Saturday 21 May 2011

7: Van Diemen's Land

Stan Hugill, in his book Shanties from the Seven Seas, tells us that this transportation ballad was used as a forebitter (i.e. a song for entertainment sung around the fore bitts of a ship, as opposed to a work song), and was popular among Liverpool seamen. He prints this version with a very local flavour, collected from T.W. Jones of Liverpool. Those familiar with the later ballad "The Banks of Newfoundland" will note the similarities in both words and tune.

A letter of 1790 from Thomas Milburn to his father and mother in Liverpool (taken, printed, and distrubuted as a broadside), sets out the hardships of the voyage in grim detail: "I am arrived at this place, after a dreary passage on board the Neptune. Had I followed your good counsels I had never suffered so much distress and misery as I have done in my passage here, the bare reflection of which makes my blood run cold in my veins; and many times I had wished that I had died at home rather than to have lain at the mercy of such merciless tyrants... As an instance of our wretchedness it was customary among us when any of our comrades that were chained too us died, we kept it a secret as long as we could for the smell of the dead body, in order to get their allowance of provision… I was chained to Humphrey Davies who died when we were half way, and I lay beside his corpse about a week and got his allowance of provision and water during that time. There were about 140 died on the passage through extreme hunger and wretchedness."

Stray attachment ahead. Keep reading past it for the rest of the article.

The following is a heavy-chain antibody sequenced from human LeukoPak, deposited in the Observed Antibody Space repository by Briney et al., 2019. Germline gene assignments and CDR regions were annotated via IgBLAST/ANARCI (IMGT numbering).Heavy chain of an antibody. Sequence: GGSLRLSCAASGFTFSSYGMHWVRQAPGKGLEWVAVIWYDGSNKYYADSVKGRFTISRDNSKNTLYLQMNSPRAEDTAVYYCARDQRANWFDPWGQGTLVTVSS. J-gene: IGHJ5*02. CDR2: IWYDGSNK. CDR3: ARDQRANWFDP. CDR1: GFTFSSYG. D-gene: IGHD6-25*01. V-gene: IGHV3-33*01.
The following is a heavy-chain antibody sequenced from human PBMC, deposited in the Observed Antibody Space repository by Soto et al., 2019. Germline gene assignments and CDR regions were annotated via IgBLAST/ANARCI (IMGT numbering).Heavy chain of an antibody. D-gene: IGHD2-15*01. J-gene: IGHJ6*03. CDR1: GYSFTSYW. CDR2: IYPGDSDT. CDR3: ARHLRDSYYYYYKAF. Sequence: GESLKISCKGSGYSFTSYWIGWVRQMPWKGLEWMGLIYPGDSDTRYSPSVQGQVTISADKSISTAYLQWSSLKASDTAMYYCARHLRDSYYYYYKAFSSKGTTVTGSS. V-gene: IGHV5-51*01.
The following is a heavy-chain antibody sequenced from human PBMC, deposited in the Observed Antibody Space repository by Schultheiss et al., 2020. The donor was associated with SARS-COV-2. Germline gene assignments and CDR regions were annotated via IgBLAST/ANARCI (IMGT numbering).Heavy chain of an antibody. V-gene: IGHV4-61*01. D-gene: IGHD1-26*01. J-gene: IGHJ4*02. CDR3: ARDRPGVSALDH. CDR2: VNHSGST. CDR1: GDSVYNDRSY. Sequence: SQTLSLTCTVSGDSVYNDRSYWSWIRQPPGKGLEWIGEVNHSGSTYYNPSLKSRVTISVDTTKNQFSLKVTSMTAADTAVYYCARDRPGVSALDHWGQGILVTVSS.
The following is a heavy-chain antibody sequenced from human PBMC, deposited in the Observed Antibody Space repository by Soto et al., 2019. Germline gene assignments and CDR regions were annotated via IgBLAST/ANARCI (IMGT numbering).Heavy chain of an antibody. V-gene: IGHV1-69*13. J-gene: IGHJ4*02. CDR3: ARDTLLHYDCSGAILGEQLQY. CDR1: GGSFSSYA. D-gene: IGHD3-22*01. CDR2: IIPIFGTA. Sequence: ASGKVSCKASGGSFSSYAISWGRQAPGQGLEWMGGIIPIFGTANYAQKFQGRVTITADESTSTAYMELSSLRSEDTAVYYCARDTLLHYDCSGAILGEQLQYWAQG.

Transportation to Van Diemen's land and elsewhere in what is now Australia was a common punishment for crimes such as theft and poaching, often in commutation of the death sentence. Between 1788 and 1868, the years that parts of Australia were used as penal colonies, more than 165,000 were shipped away there. Lancashire's cities provided a high proportion of those transported, so it's not a surprise to hear a Liverpool version of this song given that so many people from the city would have been sentenced in this way; however, the theme of a poacher being transported occurs regularly in many English songs such as Henry the Poacher, and versions of Van Diemen's Land existed elsewhere in the country, often given the name "The Poachers" or "The Bold Poachers". Various forms of the ballad were also printed for the broadside trade. Van Diemen's Land is #519 in the Roud Folksong Index.

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